A mesmerising new performance by one of Britain’s best a cappella groups and one of Britain’s best composers.
An Edward Elgar manuscript that dates back almost 90 years has been found in a "dusty" folder in a council building in Leicestershire.
Officials were clearing out a strongroom when they stumbled across the artifact. As well as the original, signed, handwritten manuscript, they found several letters penned by the English composer and an old film reel.
The manuscript, titled Carillon Chimes, was written for a carillon, a large instrument containing many bells. It was composed for the opening of a memorial, the Carillon Tower, in Queen's Park, Loughborough, in July 1923, to remember local soldiers who had died in the First World War.
Experts believe that the film reel, which has been sent away for examination, will show the opening of the tower.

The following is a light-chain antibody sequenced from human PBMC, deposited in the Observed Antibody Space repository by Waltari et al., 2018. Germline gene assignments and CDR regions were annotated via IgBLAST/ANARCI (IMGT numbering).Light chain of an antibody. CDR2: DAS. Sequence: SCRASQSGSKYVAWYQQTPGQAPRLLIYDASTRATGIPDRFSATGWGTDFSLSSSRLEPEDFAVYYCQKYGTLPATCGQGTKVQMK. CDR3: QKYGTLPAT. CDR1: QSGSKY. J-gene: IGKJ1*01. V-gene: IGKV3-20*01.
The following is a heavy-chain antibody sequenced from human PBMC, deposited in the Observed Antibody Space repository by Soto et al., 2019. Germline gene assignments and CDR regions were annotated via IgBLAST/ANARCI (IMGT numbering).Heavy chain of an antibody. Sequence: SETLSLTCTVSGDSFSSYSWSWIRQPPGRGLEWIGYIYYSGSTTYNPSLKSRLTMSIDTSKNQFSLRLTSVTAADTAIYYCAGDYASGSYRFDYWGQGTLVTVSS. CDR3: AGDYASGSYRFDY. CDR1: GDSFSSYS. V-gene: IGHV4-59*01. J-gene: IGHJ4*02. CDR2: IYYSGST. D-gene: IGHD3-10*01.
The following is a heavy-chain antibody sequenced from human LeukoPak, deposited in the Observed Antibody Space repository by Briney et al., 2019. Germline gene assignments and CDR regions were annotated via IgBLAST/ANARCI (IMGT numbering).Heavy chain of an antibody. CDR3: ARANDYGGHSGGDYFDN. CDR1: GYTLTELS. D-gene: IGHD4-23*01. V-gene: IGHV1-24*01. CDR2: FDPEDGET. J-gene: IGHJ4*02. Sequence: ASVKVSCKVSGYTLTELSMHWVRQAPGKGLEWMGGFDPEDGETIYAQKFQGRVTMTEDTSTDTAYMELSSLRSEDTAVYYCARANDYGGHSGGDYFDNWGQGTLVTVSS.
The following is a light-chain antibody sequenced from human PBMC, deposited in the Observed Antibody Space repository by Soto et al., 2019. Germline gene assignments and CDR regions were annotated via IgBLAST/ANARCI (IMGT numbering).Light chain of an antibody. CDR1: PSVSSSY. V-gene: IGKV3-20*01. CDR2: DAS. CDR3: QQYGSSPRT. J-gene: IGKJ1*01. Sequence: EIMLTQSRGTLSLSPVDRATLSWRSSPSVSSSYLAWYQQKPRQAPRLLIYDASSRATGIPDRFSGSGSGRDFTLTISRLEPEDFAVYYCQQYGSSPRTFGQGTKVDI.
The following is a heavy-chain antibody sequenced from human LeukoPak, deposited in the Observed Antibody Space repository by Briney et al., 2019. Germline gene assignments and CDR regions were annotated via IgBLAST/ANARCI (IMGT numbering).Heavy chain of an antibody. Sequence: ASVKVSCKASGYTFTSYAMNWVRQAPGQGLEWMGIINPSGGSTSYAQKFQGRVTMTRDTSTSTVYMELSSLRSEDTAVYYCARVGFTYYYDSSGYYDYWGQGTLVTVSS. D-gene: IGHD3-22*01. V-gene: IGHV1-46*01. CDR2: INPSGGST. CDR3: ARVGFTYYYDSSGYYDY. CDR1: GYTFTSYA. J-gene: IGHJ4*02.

While copies of the manuscript exist, the original had not been seen since it was donated to Charnwood Borough Council in the 1950s.
Councillor Paul Harley said: "This is a vitally important piece of Charnwood's history which has been tucked safely away for too long.
"I'm thrilled that this beautiful piece of work by one of Britain's finest composers has been re-discovered, particularly in this Olympic year when the eyes of the world focus on all things British."